On an unusually cold day in February, Paul Schimmel is providing a tour of the Los Angeles outpost of the gallery where, for the last two years, he has been partner and VP: Hauser Wirth & Schimmel. Looking trim and tan after the last holiday he is likely to take for some time, Schimmel bustles around the outside of the 1896 building, part of a complex that occupies an entire block of downtown LA. With the erudition that distinguished his previous career as a museum curator, he summarises the history of the former flour mill and what architects Creative Space, in consultation with Annabelle Selldorf of Selldorf Architects, have done to preserve as much of it as possible. 

The newly painted grey and white facade still bears the name of Globe Mills, which was the largest private mill in the Western United States until the 1940s when it was sold to Pillsbury. The baking goods conglomerate altered the design to accommodate delivery by truck, but it has been largely abandoned for 45 years.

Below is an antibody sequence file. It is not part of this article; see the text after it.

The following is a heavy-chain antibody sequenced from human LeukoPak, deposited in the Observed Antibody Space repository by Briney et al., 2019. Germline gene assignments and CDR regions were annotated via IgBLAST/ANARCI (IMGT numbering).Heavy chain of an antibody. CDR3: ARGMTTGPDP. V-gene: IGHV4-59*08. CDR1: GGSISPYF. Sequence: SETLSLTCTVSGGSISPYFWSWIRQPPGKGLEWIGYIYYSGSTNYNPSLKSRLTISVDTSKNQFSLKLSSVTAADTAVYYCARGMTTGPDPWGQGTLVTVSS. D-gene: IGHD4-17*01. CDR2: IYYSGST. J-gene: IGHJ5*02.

Four block-long buildings, one five storeys in height, are wrapped around a central courtyard. The first time Schimmel saw a drawing of the facility, he knew it would be perfect. It only remained to hammer out a long-term lease with the owners, who did not want to sell but welcomed a business that would integrate it into a neighbourhood increasingly populated by artists, creative businesses and other galleries and restore its architectural integrity. Schimmel turns the corner to walk another block past the building’s rough brick walls covered in graffiti, explaining that instead of removing any street art, the gallery commissioned artist Kim West to complete the painterly mural of wildebeests that she had already started there.